Google has recently launched a What-if tool as a new feature of the open-source TensorBoard web application, which let users analyze a machine learning model without writing code. Offered pointers to a TensorFlow model and a dataset, the What-If Tool offers an intelligent visual interface for investigating model outcomes.
The features of What-if tool includes visualizing your dataset automatically using Facets, the ability to manually edit examples from your dataset and see the effect of those changes, and automatic generation of partial dependence plots which show how the model’s predictions change as any single feature is changed.
With a click of a button, you can contrast a data point with the most comparable point where the model predicts an alternate outcome. Such points are called counterfactuals and they can highlight on the decision boundaries of your model. Users can also edit a data point by hand and explore how the model’s prediction changes.
Moreover, the model can also be used to explore the effects of different classification thresholds, taking into account constraints such as different numerical fairness criteria.
The tool acts as a multiclass classification model, which predicts plant type from four measurements of a flower from the plant. The tool is helpful in showing the decision boundary of the model and what causes misclassifications.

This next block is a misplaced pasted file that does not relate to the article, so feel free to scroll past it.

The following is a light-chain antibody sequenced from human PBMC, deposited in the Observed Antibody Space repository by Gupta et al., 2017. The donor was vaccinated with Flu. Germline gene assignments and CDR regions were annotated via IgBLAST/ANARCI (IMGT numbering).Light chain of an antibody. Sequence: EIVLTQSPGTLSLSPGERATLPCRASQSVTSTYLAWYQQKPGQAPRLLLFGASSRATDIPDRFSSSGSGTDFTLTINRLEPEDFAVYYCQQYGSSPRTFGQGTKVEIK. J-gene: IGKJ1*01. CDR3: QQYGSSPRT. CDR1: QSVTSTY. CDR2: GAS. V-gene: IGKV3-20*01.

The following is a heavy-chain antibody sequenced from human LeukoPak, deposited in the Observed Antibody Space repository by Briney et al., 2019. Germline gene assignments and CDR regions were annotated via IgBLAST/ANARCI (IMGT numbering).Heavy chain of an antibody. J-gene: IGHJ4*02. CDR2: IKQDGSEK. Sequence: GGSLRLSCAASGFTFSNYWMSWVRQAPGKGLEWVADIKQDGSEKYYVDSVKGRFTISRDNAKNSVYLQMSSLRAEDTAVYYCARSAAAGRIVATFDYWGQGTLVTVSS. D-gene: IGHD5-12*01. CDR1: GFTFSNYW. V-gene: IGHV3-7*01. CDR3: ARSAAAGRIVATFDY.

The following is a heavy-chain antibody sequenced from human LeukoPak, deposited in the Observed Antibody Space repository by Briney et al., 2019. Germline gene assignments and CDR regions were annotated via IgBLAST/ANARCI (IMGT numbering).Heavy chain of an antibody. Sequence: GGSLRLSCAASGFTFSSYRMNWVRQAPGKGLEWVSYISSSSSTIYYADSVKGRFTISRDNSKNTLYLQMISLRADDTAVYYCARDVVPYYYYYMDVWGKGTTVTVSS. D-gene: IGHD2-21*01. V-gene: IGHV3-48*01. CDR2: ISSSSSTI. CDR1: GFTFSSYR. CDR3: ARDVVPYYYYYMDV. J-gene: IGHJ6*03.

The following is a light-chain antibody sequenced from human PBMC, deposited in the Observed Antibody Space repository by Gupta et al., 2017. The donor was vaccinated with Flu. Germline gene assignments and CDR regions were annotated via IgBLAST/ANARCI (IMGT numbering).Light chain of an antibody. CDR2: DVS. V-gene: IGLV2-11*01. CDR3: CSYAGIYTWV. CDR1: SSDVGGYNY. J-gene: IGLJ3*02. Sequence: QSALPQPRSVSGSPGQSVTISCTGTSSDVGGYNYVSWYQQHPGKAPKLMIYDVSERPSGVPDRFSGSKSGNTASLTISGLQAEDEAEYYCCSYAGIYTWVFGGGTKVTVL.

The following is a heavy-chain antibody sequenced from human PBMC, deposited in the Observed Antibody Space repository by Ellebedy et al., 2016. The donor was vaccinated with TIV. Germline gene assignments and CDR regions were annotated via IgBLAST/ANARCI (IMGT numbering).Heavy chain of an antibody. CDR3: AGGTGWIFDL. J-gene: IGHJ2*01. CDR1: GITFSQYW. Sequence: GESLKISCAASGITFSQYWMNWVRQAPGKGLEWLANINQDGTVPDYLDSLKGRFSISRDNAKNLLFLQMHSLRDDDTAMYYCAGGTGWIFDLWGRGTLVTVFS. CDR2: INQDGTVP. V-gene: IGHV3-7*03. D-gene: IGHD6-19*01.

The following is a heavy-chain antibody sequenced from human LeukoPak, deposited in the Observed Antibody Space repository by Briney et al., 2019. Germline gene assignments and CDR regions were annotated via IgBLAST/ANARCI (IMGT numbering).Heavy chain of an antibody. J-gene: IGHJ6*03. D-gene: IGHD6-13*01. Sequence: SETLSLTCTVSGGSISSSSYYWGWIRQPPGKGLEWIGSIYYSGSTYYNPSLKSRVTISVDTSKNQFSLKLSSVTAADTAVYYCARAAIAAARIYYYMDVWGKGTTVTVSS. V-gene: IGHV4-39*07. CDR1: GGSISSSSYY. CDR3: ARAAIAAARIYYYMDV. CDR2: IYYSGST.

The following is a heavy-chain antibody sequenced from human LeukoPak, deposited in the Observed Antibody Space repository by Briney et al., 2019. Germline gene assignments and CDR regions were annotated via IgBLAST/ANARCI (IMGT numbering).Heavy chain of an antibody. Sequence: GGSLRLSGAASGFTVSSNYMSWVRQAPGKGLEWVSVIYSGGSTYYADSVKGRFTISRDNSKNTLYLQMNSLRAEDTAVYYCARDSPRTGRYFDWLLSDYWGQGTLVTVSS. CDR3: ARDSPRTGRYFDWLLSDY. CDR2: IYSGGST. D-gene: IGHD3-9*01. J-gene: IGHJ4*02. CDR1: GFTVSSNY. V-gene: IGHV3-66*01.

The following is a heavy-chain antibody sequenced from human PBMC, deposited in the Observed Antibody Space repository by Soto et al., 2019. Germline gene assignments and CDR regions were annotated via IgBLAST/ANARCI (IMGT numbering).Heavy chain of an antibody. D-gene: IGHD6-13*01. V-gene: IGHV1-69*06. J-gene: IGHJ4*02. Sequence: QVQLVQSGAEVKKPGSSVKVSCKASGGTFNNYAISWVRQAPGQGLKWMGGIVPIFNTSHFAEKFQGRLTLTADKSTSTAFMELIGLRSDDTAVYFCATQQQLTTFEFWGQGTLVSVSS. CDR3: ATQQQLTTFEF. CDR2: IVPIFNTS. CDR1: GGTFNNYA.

The tool is helpful in assessing algorithmic fairness across different subgroups. The model was purposefully trained without providing any examples from a specific subset of the population, in order to show how the tool can help uncover such biases in models.
A regression model that predicts a subject’s age from census information. The tool is helpful in showing relative performance of the model across subgroups and how the different features individually affect the prediction.
The tool is tested inside Google– it offered the immediate value of such a tool. One team quickly found that their model was incorrectly ignoring an entire feature of their dataset, leading them to fix a previously-undiscovered code bug. Another team used it to visually organize their examples from best to worst performance, leading them to discover patterns about the types of examples their model was underperforming on.